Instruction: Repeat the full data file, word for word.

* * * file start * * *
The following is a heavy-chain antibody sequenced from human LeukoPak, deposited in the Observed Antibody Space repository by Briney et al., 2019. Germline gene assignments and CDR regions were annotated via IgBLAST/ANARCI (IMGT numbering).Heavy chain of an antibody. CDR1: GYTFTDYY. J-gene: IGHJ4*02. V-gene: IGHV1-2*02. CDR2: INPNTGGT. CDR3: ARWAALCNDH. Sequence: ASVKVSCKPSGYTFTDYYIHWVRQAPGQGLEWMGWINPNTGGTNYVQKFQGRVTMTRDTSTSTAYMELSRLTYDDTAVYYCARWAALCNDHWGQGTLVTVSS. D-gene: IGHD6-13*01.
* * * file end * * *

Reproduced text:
The following is a heavy-chain antibody sequenced from human LeukoPak, deposited in the Observed Antibody Space repository by Briney et al., 2019. Germline gene assignments and CDR regions were annotated via IgBLAST/ANARCI (IMGT numbering).Heavy chain of an antibody. CDR1: GYTFTDYY. J-gene: IGHJ4*02. V-gene: IGHV1-2*02. CDR2: INPNTGGT. CDR3: ARWAALCNDH. Sequence: ASVKVSCKPSGYTFTDYYIHWVRQAPGQGLEWMGWINPNTGGTNYVQKFQGRVTMTRDTSTSTAYMELSRLTYDDTAVYYCARWAALCNDHWGQGTLVTVSS. D-gene: IGHD6-13*01.